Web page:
In a number of decisions, courts have held that benefit plan administrators with duties analogous to Provident's are not ERISA fiduciaries. In Pohl v. National Benefits Consultants, Inc., 956 F.2d 126, 129 (7th Cir. 1992), the Seventh Circuit noted that "the existence of discretion is the sine qua non of fiduciary duty." Accordingly, the Seventh Circuit ruled that a plan administrator whose duties were "clerical, mechanical, ministerial, [but] not discretionary," and who "performed [a] list of ministerial functions," was not an ERISA fiduciary. Id. Similarly, in Gelardi v. Pertec Computer Co., 761 F.2d 1323, 1325 (9th Cir. 1985), the Ninth Circuit held that a plan administrator that "performs only administrative functions [such as] processing claims within a framework of policies, rules, and procedures established by others," is not a fiduciary of the plan.
Finally, in Harris v. Provident Life & Accident Ins. Co., 776 F. Supp. 1450 (D. Or. 1991), the court found that Provident was not a fiduciary of a plan regulated by an administrative services agreement nearly identical to the one at issue in this case. The Harris court wrote:
A person who performs purely ministerial functions is not a fiduciary. Ministerial functions include applying rules which determine the eligibility of a participant for benefits, calculating benefits, orienting new participants and advising participants of their rights under the plan. . . .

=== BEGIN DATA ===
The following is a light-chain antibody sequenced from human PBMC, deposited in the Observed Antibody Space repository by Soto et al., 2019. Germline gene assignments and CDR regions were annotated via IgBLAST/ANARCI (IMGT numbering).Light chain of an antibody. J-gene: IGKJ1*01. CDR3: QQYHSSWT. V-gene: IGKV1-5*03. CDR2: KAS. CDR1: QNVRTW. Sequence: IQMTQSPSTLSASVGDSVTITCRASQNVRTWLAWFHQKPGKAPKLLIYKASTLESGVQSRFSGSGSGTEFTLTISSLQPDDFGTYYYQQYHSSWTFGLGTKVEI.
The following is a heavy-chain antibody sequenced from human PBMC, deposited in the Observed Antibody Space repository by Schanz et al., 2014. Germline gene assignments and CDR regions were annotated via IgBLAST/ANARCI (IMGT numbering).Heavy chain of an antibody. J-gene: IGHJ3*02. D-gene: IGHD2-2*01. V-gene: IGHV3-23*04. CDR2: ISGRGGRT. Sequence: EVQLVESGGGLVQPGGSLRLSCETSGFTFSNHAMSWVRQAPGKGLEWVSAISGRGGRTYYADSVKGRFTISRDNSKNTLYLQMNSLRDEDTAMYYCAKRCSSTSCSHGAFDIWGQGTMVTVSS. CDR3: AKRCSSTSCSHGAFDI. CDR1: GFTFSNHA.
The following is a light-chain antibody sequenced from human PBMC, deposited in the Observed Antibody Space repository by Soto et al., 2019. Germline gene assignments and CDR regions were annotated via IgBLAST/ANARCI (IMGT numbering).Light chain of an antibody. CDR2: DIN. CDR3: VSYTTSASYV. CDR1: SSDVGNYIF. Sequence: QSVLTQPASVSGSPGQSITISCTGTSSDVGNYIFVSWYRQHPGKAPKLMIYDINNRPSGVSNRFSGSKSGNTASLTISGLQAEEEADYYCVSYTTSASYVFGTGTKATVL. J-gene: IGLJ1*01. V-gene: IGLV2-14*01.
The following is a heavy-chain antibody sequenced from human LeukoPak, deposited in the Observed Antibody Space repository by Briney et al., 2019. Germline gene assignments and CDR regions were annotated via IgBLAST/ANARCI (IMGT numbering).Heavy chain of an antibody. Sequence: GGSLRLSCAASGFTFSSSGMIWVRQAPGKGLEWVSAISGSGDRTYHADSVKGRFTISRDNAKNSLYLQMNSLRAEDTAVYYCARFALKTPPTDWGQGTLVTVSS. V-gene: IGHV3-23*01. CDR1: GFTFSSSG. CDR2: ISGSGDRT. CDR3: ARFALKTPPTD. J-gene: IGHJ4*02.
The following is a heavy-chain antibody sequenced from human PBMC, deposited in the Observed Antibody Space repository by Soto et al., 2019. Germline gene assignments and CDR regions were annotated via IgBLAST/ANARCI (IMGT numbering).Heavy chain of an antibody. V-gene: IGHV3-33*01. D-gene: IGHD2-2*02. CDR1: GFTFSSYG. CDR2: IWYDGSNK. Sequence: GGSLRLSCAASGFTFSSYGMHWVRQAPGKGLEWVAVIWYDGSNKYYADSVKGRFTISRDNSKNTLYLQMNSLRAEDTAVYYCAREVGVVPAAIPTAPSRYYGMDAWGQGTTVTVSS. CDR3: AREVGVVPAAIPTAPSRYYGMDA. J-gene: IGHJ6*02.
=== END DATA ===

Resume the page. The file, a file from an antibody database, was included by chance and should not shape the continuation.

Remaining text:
Harris, 776 F. Supp. at 1453. The Harris court found that Provident was not a fiduciary under the agreement because it had no discretionary authority or control with respect to the plan.
Based on the undisputed evidence, it is clear that Provident has no discretionary authority with respect to the Provident plan or with regard to Sandra's claims. Provident is not a fiduciary of the Provident plan. Accordingly, Provident is not properly named as a defendant in this suit.
2. Discontinuation Of
Between April 1989 and June 1991, Campbell directed the Provident plan to pay Sandra's expenses. On June 15, 1991, Campbell discontinued payments. The estate contends that under the terms of the Provident plan, Campbell must pay Sandra's expenses. Campbell responds that the plan excludes Sandra from coverage for expenses relating to her preexisting disability. The parties rely on their interpretations of the plan and seek a determination by the court of the legal effect of the plan's language.